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By Sid Karin
NPACI and SDSC Director

Beyond Isolated Central Systems:
Integrated Grid-Based Computing

A s we enter the 21st century, the traditional model of stand-alone, centralized computer systems is rapidly evolving toward grid-based computing across a ubiquitous, continuous, and pervasive national computational infrastructure. In the NPACI vision, researchers collect data from digital libraries and experiments, analyze the data with models run across the grid, visualize and explore those data over the Web, and publish the results to the scientific community in digital libraries. While other definitions of the grid may emphasize different factors, in all of them grid computing is far more than just an easier way to access the same old resources--it involves an ongoing process of integration in which the whole is far greater than the sum of the parts as researchers attack new problems in ways that are fundamentally different from past methods.

I should make clear that I'm not at all saying that the need is less for large-scale computing resources. Quite the contrary, the need is greater than ever, as requests for allocations on NPACI resources consistently run more than twice the available time, a frustrating impediment for many researchers and strong evidence that such resources could usefully be a higher national priority.

NPACI and SDSC continue to build on established capabilities to provide the maximum possible computing power to the academic community. Indeed, NPACI's Blue Horizon--an IBM RS/6000 SP at SDSC that is the nation's most powerful academic computing resource--has recently been upgraded from 1 teraflops to 1.7 teraflops capability.

Grid computing
involves an ongoing
process of integration
in which the whole
is far greater than the
sum of the parts.

The point, though, is that high-performance scientific computing resources can no longer be seen as isolated systems that exist like islands. Rather, they must be viewed in the larger community context of grid-based computing. But the promise of grids--enabling more difficult scientific problems to be attacked in larger collaborations--comes with a challenge: greater complexity, transcending any one field or the expertise of any one researcher, and often any one department or even institution. Modern research is now irrevocably multi-disciplinary and multi-institutional as researchers cooperate in new ways to take advantage of these unprecedented opportunities.

Perhaps nowhere within NPACI are the opportunity and challenge of grid computing more apparent than in the alpha projects. Each of NPACI's seven alpha projects, which are highlighted in this issue of enVision, involves a core element that focuses on a unique aspect of grid computing: The Bioinformatics Infrastructure alpha project focuses on analyses that are data-intensive; Protein Folding on large-scale computing analyses; Telescience on integrating instrumentation with data and computation; Multi-Component Models on linking large computations involving a wide range of scales; and Scalable Visualization Toolkits on visualization of large data sets with multiple scales. Added to these are two new alpha projects: Adaptive Computations, which focuses on advanced computational tools for biological flow simulations, and Cellular Microphysiology, which is extending neuroscience research from the single neuron to the larger neural environment through efficient distributed technologies.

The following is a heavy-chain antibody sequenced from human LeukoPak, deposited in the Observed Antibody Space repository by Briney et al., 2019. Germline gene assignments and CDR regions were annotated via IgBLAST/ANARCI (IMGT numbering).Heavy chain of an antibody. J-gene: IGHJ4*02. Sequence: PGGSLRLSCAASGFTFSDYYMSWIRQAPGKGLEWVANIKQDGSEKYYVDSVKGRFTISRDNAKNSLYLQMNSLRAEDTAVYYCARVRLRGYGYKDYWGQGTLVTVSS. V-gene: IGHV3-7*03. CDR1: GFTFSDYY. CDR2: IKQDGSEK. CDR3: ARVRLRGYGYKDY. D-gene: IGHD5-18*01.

Of course, beyond these alpha projects are numerous other projects in grid computing that involve NPACI and SDSC researchers. Of particular note are two recently funded projects in NSF's major Information Technology Research (ITR) initiative. "Virtual Instruments: Scalable Software Instruments for the Grid" will develop grid-based software to steer simulations of cellular function. Led by Fran Berman of UC San Diego, the project also includes NPACI partners at the Salk Institute and the University of Tennessee. A second project, "GriPhyN: the Grid Physics Network," will lay the groundwork for a computer data grid of unprecedented speed and power, supporting four large physics experiments. Co-leaders of this project, the largest ITR award, are Paul Avery of the University of Florida and Ian Foster of the University of Chicago, with participating NPACI researchers at Caltech, UC San Diego, the University of Southern California, and the University of Pennsylvania.

These groundbreaking efforts, as well as a great many others within both NPACI and our sister partnership the Alliance, are constructing the fabric of grid-based computing that is connecting high-performance computing, data, and visualization resources through high-speed networks into broadly collaborative scientific applications. And while high-performance computing resources are in as much demand as ever, no longer are they isolated centers. They have become transparent parts of grid-based applications that are accelerating the pace of science and opening fundamentally new avenues of discovery. *